Upon my return to China, I continued my mission by sharing my insights on women's rights, Africa, and poverty. I published my research findings in The China Africa Project Journal and seized opportunities to advocate for these causes within my school community.
Later, my journey led me to the University of California, Berkeley, a place known for its history of activism and inclusion. While my formal association with China House(Global Citizen Action) had concluded two years prior, the impact of my experiences in Africa continued to shape my path. I became more focused on how 'I' could contribute to making a difference in the world."
Once Africa, Always Africa (in 2020)
Reflecting on the past, I can't help but smile at my youthful antics and immature thoughts during my high school days. It's incredible how life can take unexpected turns, as I rediscovered my connection with China House during a casual scroll through my phone over winter break.
I distinctly recall that evening while enjoying a concert by Sunset Rollercoaster. I stumbled upon a China House Management Trainee recruitment post, initially giving it a cursory glance and then dismissing it. However, destiny had other plans for me. Ten minutes later, I found myself reopening my friend's social media feed and carefully reading through the post. On my way back, I pondered, and before bed, I pondered some more. There was something undeniably unique about the China House internship—an opportunity for a small individual like me to make a meaningful impact on the world. So, I made the decision to turn down other spring internships, completed the trainee written test, and proudly became a part of the China House family.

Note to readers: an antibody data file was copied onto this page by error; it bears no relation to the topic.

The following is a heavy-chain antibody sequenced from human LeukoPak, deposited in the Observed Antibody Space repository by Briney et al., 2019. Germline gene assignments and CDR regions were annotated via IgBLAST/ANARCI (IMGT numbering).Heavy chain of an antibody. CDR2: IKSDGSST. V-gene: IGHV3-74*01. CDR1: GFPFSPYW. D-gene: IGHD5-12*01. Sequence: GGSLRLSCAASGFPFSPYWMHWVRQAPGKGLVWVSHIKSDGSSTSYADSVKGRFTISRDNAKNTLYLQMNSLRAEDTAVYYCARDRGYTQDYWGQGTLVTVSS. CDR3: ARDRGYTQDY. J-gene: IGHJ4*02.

During my days as a trainee, I embarked on a virtual journey to Africa countless times. Whether it was burning the midnight oil to write articles or diving into desk research, it felt as though I was on a voyage through Nairobi in the digital realm. My friends playfully teased that, after this internship, I might transform into a fairy with knowledge spanning astronomy, geography, and humanities. Jokes aside, each day spent at China House allowed me to ask myself, much like Yang Qihan, "Have I become more knowledgeable today than I was yesterday?" I genuinely rejoiced at the thought that my efforts were making a small but significant difference in the world.
A few days ago, while immersed in research, my friend Jiaying and I engaged in a profound conversation about my emotions during this journey. It was undoubtedly a challenging period, marked by the Red Cross scandal, the tragic passing of Kobe Bryant, and international students facing discrimination amid the COVID-19 pandemic. The barrage of negative news weighed heavily on my heart. My role at China House involved researching and writing articles based on current events and being a highly empathetic individual. Each time I encountered distressing news, I felt a whirlwind of emotions—shock, anger, and helplessness.
I shared my initial draft with Jiaying, expressing, "Every time I delve into research on these topics, it feels like the world is becoming a darker place." Her response was a beacon of hope: "But you must believe that what you're doing now is making the world better."
Once Africa, always Africa.